Holy rebels: In the iconoclasts’ graveyard

There is a deeply embedded belief in Judaism that our dead ancestors can intercede for us in receiving repentance from God.

Mount of Olives Cemetery 370 (photo credit: Marc Israel Sellem/The Jerusalem Post)
Mount of Olives Cemetery 370
(photo credit: Marc Israel Sellem/The Jerusalem Post)
This is the time in the Jewish calendar to make a pilgrimage to the cemetery, to family burial grounds. There is a deeply embedded belief in Judaism that our dead ancestors can intercede for us in receiving repentance from God. Going back to the Hebrew Bible, there was a concept that the dead had a closer connection to God than the living. For those of you who live in Israel or who are just visiting, I would – without sounding too morbid – recommend visiting a graveyard at this time of year. In a world where, so often, we search for inspiration among the living and fail to find it, perhaps the dead can speak to us in ways we cannot imagine.
My thoughts on this matter gravitate to the Old Cemetery in Tel Aviv. Max Nordau, Ahad Ha’am, Chayim Nahman Bialik, Shaul Tchernikovsky, Chaim Arlosoroff and Meir Dizengoff: all of these men rest peacefully in this graveyard on Trumpeldor Street, only a few blocks from the beach and in a residential neighborhood. Max Nordau rests near Ahad Ha’am quite quietly, although in life they were enemies and very vocal about their enmity. The tombstones of Bialik and Tchernikovsky are not far from each other, though the two men in life had radically different poetic styles and concerns. Arlosoroff was a rising star in Labor Zionism until his murder on a Tel Aviv beach in 1933. Dizengoff broke the mold by founding the first all-Jewish city in the world in 1909.
All of these men supported and sacrificed for a movement that was hated by most Reform Jews and certainly by most Orthodox Jews, even those who were neo-Orthodox.
Yet, even in the minority, even in the face of the popularity of the anti-Zionist Socialist Bund, all of these figures smashed the idols of the day and created a new reality, politically and culturally.
These are the real iconoclasts.
I often wonder why post-Zionists invest so much effort in trying to discredit these founders of Israel as “inventors of the Jewish nation.”
The graveyards of Jews for millennia all over the world – from Argentina to Krakow to Hebron to Yemen – testify to a specific Jewish people and an unbroken chain of history. Zionists did not need to create a nation that had already been in existence for 3,000 years.
The Zionist founders in Tel Aviv’s Old Cemetery have, indeed, been dead for almost a century. How morbid and unexciting it must sound to be inspired by the dead.
Yet the reality is that these Zionist founders are very much alive. If you are an American Jew who reads no Hebrew, Yiddish or German, please pick up a copy of Arthur Hertzberg’s The Zionist Idea or Shlomo Avineri’s classic study of the great thinkers of Zionism.
Admire the guts of rabbis Alkalai and Kalsicher and Communist Moses Hess, visionaries who toiled in a world that wanted to neutralize their message because it upset many an apple cart in the Jewish world, religious and secular.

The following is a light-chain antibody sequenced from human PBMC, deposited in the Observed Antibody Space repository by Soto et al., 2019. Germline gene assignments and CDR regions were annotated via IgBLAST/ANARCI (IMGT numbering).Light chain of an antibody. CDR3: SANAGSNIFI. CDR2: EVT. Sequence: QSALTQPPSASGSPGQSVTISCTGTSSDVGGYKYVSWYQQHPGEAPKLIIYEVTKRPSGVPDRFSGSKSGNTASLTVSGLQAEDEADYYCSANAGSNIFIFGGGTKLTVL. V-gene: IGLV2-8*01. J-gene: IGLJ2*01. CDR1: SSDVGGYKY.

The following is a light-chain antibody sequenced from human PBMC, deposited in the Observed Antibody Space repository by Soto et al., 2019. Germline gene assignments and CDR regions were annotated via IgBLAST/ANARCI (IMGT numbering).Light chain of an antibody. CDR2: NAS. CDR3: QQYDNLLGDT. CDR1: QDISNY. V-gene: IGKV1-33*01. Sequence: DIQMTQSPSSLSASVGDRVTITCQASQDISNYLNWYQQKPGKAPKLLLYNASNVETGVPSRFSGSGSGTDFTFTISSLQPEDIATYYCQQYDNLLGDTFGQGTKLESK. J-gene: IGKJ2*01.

I urge you to read Max Nordau’s brilliant analysis at the First Zionist Congress of European Jewry in 1897 and his cogent and still-relevant criticisms of the process of emancipation. Ahad Ha’am, an acerbic critic of Herzl who grasped the crisis of Israeli-Arab conflict and the crisis of modern Judaism – his groundbreaking Hebrew writings can be found in English translation in many different books.
Should we not be reading Bialik’s classic and damning poem “In the City of Slaughter,” a cry for Jewish self-defense and an end to Jewish cowering in the shadow of our enemies? Why do we toss aside Tchernikovsky’s vision of Apollo wrapped in the phylacteries of a religious Jew? What of Uri Zvi Greenberg, a poet who speaks in the mantle of prophecy, a modern Ezekiel? In the city of Safed, 500 years ago, renowned master of Kabbalah Rabbi Isaac Luria would channel the messages from God through the dead by placing himself face down on a tombstone of great rabbis of the past. We not need go that far to harness the energies of the great idol-smashers of Zionism.
We have the texts, texts that retain a part of the holiness of the Hebrew Bible canon. This is modern Scripture and we dare not abandon it for some post-Zionist universalistic and alien utopia.
Zionism should not ever be a civil religion.
But the challenges that Zionist thinkers and activists posed to Jewish tradition have forced us – as a community of believers – to recalibrate our tradition to the realities of modern politics and the modern world. Zionism has revived Judaism on a practical level – by building an infrastructure in which Torah study can thrive and in which Jews return to the land of promise to Abraham. Zionism has also reinvigorated a Judaism that was collapsing and stagnating.
Those men buried in Tel Aviv deserve our honor and respect.
They provide us with “zechut avot,” the merit of our ancestors.
In America today, there has been a resurgence of interest in the writing and thought of the nation’s Founding Fathers. The same dynamic should be happening in the Zionist world. We are no longer living in the world of Nordau and Ahad Ha’am and, obviously, their answers cannot be our answers. But a rootedness in the great figures of the most important modern Jewish movement, all true iconoclasts, will inspire us to look for new answers and old idols to dismantle. In the Old Cemetery in Tel Aviv holy rebels rest forever.
They are dead and will not soon rise again. But their words are with us. We need only search them out.
The iconoclasts of the past live.
The author is rabbi of Beth Ami Congregation in Boca Raton, Florida.